From cautious to bold steps Covid-19 has brought the world to a halt casting a spell of doom over business. The impact of the great financial crisis of 2008, too, was expected to be highly devastating and prolonged. But the world recovered quickly. Contrary to past practice of using contractionary policies in crisis-hit countries, extensive use of expansionary policies reined during the 2008 crisis to buoy the buying sentiment. The current situation also warrants bold steps to stem the rot. Starting with baby steps like the complete waiver of minimum balance charges for savings bank accounts; free of charge cash withdrawals from any bank ATM; reduction in bank charges for digital trade transactions for all trade finance customers, the government has now come with bolder steps.
The RBI too began with cautious steps towards increasing liquidity in the market: The reduction in repo rate to 4.4 per cent; three months moratorium on payment of EMIs; reduction of CRR to 3 percent; conducting auctions of Targeted Long Term Repo Operations; and tweaking the Insolvency and Bankruptcy Code, which were largely seen as inadequate and off tangent. Such steps would be effective if one is sure that demand situations will remain strong after six months and firms will do roaring business thereafter. Alternatively, subdued demand during this period will increase the burden on firms to make payments and may result in increased NPAs. In order to boost to demand, a Rs 20 trillion package has been announced. However, the current crisis is that demand is down.
Supply shock turned into demand slump Locked-down businesses have triggered pay cuts and job losses. A demand slump has set in and is expected to worsen. Since the supply shock is due to the lockdown, the lowering of interest rate, increasing liquidity or deferring EMIs may be ineffective in restoring supply as well as consumer demand. Recall that demand has already been falling for quite some time. By the time the medical fraternity comes up with a cure and supply chains are restored, demand will have slumped further. Debts of government, companies and individuals would have risen. The inability to repay debts may lead to the closure of firms. Franklin Templeton has wound up six debt funds; many more cases may be seen in the future.
Saving demand through social distancing and ring fencing of businesses Social distancing among humans has helped control the spread of Covid-19. Something similar is required for businesses too. Financial distress often leads to a contagion impact. One needs to keep companies insulated—ring fencing. Transactions connect companies. Since the revenue side of transactions are hit severely, cost side interventions are needed. This is where innovative and bold initiatives can do miracles.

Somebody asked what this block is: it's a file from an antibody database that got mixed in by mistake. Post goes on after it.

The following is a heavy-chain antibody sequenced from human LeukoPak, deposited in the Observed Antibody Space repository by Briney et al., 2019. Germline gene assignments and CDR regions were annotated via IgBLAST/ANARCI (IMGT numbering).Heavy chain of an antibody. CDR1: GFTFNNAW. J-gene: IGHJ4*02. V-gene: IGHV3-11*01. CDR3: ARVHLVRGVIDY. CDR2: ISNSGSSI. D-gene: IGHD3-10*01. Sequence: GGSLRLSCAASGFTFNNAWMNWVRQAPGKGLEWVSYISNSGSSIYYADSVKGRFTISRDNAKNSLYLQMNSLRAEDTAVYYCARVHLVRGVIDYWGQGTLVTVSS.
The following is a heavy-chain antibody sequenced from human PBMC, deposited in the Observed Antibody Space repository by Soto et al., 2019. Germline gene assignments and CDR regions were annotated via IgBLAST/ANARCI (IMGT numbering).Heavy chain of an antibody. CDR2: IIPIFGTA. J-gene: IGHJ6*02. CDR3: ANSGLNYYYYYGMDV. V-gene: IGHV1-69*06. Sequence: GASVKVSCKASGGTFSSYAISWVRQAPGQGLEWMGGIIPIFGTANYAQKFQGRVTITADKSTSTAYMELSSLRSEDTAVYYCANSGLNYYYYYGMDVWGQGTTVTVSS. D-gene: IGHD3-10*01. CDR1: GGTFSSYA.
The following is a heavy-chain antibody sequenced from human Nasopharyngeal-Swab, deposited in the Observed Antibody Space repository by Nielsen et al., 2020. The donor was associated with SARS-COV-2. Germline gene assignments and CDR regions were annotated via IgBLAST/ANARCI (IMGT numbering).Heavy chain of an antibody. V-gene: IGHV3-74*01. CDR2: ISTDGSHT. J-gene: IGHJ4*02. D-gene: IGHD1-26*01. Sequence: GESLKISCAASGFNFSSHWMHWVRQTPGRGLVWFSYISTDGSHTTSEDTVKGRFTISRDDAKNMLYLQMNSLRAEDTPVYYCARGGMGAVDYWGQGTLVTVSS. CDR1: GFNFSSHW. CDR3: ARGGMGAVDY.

Companies face both fixed and variable costs. See, the variable costs for companies that went for total shutdown will be zero. For others too, it shouldn’t be very high due to low capacity utilisation. Fixed costs include the payments of equated monthly instalments (EMIs), employees cost and rent. Let nobody pay rent or EMI. As that burden is gone, the financial health of the companies will not deteriorate to the extent if long-term slowdown seeps in. Nil or reduced working capital requirement will enable companies to continue paying salaries to employees. The household’s buying sentiment may thus remain intact. As restrictions of lockdown are withdrawn, producers can cash on pent up demand and the economy can quickly come back to rails.
What about property owners who earn rent and banks who earn EMIs? Property owners get relief through the exemption from paying EMIs. In a scenario where no EMI is to be paid, inflation and opportunity costs are low, foregoing rent should be manageable and better than default on rent payment in the situation of prolonged recession.
By foregoing the EMIs, banks will have a problem in paying interest on customer deposits. We need to allow banks to not pay interest during this period. The interest income of customers may reduce but they will be better off than they would be in a long recession. Since the households and other lenders are not required to pay EMIs and rent, this loss of interest income is very likely to be bearable.
During a lockdown as well as severe slowdown, the opportunity cost of money should be negligible. Inflation too being negligible, thus there isn’t a good case for charging interest. In adverse climatic conditions, when food availability is scarce, animals conserve energy by hibernating. Let the economy too, except for the essential goods and services, hibernate for the next three months. Liabilities will be minimised and balance sheets will not lose health to a large extent. Hungry to lap up the pent up demand seen after a period of social distancing, the economy could recover faster than expected.
By Dr. V P Singh, Professor, Economics, Great Lakes Institute of Management, Gurgaon.